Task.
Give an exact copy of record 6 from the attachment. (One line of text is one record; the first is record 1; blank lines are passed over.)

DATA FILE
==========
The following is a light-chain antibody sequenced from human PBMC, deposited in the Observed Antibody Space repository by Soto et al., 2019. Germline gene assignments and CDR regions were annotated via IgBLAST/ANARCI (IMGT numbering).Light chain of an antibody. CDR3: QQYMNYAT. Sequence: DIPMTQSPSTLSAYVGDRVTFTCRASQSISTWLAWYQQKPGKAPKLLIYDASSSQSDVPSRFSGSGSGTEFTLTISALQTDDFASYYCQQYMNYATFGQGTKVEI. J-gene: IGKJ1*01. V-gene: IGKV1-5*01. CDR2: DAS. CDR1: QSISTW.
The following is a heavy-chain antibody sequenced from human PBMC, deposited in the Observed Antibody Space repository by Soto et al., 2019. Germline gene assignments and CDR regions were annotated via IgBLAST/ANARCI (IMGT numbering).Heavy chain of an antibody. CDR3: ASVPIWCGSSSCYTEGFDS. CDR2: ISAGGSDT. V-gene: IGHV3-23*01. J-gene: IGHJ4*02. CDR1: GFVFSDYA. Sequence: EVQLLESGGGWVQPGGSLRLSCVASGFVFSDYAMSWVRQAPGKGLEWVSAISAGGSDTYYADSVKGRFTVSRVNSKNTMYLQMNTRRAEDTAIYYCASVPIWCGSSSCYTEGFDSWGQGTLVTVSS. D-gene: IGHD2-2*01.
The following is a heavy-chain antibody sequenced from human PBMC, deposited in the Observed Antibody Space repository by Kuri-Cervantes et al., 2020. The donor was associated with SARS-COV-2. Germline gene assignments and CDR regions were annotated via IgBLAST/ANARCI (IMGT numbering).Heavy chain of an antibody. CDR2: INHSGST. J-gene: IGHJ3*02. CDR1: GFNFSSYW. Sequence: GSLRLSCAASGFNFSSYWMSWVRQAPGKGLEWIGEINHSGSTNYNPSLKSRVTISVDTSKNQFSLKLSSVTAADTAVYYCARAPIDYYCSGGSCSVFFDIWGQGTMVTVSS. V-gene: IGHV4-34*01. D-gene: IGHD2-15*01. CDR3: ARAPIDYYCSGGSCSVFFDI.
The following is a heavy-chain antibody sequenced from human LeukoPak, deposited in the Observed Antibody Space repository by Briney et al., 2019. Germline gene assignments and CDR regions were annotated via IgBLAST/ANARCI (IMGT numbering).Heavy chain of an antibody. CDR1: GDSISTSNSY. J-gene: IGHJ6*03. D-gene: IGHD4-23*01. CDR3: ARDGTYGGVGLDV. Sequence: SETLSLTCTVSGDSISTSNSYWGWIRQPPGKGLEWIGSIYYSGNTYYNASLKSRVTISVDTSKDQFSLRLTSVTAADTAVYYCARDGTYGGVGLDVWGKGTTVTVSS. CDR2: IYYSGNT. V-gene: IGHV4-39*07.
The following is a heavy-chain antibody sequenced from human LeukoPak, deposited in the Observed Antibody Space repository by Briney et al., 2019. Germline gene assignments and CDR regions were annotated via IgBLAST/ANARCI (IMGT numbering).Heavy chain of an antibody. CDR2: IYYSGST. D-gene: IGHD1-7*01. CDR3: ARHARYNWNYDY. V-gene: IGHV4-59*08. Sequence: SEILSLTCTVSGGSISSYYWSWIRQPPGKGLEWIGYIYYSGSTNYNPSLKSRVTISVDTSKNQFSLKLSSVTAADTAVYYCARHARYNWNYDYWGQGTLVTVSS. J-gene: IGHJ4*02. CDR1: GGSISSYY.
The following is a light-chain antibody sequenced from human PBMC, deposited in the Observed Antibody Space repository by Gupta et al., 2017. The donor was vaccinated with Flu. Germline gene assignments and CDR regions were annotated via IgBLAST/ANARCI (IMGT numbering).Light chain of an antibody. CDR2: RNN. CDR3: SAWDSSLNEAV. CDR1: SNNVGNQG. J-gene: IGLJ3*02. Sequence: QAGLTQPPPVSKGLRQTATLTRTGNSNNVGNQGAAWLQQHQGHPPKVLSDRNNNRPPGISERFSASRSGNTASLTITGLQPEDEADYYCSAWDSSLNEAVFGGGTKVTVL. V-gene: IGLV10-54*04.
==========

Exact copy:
The following is a light-chain antibody sequenced from human PBMC, deposited in the Observed Antibody Space repository by Gupta et al., 2017. The donor was vaccinated with Flu. Germline gene assignments and CDR regions were annotated via IgBLAST/ANARCI (IMGT numbering).Light chain of an antibody. CDR2: RNN. CDR3: SAWDSSLNEAV. CDR1: SNNVGNQG. J-gene: IGLJ3*02. Sequence: QAGLTQPPPVSKGLRQTATLTRTGNSNNVGNQGAAWLQQHQGHPPKVLSDRNNNRPPGISERFSASRSGNTASLTITGLQPEDEADYYCSAWDSSLNEAVFGGGTKVTVL. V-gene: IGLV10-54*04.